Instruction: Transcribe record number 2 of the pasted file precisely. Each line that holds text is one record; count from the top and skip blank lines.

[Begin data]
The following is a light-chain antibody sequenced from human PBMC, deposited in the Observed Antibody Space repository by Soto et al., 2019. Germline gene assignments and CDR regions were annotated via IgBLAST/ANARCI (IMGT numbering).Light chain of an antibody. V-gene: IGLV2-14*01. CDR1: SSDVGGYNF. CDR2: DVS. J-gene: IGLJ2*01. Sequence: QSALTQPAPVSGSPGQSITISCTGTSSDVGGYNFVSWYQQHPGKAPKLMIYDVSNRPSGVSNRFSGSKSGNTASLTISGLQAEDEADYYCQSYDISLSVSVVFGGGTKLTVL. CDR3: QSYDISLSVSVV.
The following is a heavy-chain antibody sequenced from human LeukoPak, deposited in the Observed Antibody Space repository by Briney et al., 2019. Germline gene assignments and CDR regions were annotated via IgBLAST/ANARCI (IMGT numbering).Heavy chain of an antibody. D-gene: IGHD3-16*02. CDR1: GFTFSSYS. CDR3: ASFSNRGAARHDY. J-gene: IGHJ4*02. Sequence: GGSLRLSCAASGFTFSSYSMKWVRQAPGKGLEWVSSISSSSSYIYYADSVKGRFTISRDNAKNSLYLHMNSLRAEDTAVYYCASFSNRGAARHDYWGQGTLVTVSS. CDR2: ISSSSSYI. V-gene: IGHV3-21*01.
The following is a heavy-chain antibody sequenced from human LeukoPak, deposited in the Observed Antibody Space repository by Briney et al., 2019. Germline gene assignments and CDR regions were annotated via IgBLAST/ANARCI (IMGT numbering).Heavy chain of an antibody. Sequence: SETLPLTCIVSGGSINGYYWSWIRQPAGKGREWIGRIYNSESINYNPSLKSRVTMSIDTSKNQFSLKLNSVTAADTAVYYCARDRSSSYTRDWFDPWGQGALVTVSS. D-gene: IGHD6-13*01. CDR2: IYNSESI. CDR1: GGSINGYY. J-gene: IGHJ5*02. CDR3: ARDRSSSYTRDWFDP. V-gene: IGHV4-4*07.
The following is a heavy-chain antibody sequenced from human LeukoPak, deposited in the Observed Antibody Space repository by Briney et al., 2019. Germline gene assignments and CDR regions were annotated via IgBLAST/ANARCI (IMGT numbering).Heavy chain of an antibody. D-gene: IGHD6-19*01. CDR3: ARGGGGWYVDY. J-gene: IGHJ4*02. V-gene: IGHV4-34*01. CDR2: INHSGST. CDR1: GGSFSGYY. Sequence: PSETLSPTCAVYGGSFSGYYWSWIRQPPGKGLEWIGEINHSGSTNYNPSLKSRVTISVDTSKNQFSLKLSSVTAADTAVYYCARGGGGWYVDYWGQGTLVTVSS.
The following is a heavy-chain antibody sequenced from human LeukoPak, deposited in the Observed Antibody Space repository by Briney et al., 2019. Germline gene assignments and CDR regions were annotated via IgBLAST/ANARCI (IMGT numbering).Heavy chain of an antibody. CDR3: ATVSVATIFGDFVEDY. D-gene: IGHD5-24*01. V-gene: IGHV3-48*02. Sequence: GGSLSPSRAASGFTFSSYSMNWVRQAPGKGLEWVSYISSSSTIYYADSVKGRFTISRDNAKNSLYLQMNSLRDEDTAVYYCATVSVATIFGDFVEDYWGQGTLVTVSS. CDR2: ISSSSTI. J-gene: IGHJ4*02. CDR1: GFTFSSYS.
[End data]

The following is a heavy-chain antibody sequenced from human LeukoPak, deposited in the Observed Antibody Space repository by Briney et al., 2019. Germline gene assignments and CDR regions were annotated via IgBLAST/ANARCI (IMGT numbering).Heavy chain of an antibody. D-gene: IGHD3-16*02. CDR1: GFTFSSYS. CDR3: ASFSNRGAARHDY. J-gene: IGHJ4*02. Sequence: GGSLRLSCAASGFTFSSYSMKWVRQAPGKGLEWVSSISSSSSYIYYADSVKGRFTISRDNAKNSLYLHMNSLRAEDTAVYYCASFSNRGAARHDYWGQGTLVTVSS. CDR2: ISSSSSYI. V-gene: IGHV3-21*01.